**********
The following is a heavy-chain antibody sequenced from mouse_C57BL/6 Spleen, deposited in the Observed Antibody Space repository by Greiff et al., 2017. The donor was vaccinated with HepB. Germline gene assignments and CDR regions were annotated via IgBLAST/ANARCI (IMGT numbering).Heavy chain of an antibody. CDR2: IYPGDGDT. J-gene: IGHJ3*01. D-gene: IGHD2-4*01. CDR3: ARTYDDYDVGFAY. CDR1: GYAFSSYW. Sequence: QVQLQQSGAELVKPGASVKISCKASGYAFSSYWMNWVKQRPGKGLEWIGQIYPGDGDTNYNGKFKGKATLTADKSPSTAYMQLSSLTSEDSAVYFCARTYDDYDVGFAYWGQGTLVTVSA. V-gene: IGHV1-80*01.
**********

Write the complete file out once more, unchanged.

The following is a heavy-chain antibody sequenced from mouse_C57BL/6 Spleen, deposited in the Observed Antibody Space repository by Greiff et al., 2017. The donor was vaccinated with HepB. Germline gene assignments and CDR regions were annotated via IgBLAST/ANARCI (IMGT numbering).Heavy chain of an antibody. CDR2: IYPGDGDT. J-gene: IGHJ3*01. D-gene: IGHD2-4*01. CDR3: ARTYDDYDVGFAY. CDR1: GYAFSSYW. Sequence: QVQLQQSGAELVKPGASVKISCKASGYAFSSYWMNWVKQRPGKGLEWIGQIYPGDGDTNYNGKFKGKATLTADKSPSTAYMQLSSLTSEDSAVYFCARTYDDYDVGFAYWGQGTLVTVSA. V-gene: IGHV1-80*01.